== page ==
extended diffuse emission from a spiral?
This was flagged up by GeXeS as interesting - a pair of spiral galaxies both with compact emission in their cores. NVSS shows what may be an extended region of emission in a SW direction, resembling a short nat. It is faint but looks convincing and worthy of reporting.
The two galaxies have a similar photometric redshift (~0.08) but only one (SDSS J142416.99+312454.2) has a spectroscopic redshift, which places it at z=0.041. The SDSS DR10 interactive spectrum tool classes it as starforming. The other (SDSS J142414.93+312444.0) appears very slightly larger but there is no sign (to my inexperienced eyes), other than them both having radio emission from their core, that they are interacting.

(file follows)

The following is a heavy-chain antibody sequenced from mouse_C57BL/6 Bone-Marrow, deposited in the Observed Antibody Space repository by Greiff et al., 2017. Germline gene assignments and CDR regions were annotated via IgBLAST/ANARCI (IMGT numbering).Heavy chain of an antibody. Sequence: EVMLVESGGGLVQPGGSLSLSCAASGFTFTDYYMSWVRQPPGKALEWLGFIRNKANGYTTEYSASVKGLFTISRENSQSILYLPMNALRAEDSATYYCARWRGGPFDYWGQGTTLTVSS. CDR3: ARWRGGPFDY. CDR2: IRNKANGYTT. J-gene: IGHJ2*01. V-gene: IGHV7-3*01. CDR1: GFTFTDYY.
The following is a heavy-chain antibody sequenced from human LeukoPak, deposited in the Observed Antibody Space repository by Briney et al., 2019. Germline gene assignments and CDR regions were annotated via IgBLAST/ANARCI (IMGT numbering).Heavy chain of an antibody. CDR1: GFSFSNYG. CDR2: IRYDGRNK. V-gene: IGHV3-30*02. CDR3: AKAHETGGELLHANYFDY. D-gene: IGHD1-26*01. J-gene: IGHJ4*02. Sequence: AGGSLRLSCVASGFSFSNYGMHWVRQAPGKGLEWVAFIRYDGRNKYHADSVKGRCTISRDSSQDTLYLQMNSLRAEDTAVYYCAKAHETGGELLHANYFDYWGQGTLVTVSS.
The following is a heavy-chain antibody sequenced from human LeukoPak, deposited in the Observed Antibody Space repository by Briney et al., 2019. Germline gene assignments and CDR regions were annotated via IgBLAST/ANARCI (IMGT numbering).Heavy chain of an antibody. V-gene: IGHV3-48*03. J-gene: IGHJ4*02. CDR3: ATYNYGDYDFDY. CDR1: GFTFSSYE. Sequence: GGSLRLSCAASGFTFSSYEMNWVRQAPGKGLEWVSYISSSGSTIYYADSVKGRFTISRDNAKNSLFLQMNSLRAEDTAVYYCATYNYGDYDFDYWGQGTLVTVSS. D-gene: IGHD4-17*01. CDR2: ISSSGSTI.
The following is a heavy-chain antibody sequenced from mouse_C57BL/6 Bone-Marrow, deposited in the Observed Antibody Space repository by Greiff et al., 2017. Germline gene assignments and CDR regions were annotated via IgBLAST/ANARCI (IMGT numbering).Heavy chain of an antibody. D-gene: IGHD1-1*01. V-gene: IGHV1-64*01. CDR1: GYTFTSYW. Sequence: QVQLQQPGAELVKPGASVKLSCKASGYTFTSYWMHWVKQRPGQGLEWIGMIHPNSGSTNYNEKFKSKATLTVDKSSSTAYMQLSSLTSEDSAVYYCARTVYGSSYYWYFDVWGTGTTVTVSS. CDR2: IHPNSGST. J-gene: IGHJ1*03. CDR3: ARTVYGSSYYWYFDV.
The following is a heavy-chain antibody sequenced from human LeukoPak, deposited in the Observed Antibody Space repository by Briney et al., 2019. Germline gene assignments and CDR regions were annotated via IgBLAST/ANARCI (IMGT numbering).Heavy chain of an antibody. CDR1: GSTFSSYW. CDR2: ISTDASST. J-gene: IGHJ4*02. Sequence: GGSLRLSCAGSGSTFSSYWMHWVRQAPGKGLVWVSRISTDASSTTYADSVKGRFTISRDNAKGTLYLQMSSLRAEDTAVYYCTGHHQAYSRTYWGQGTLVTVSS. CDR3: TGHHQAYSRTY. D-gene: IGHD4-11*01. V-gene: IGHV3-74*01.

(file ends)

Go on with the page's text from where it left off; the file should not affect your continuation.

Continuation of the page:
This part of the sky is also covered by WENSS and GB6, of which the latter seems to show some emission, perhaps more associated with SDSS J142414.93+312444.0 but it really needs to be overlaid on top of the other sources to be sure of its origin. I lack the experience of using these surveys to be able to interpret what they show here.
What do other zooites and SCIENTISTS make of this?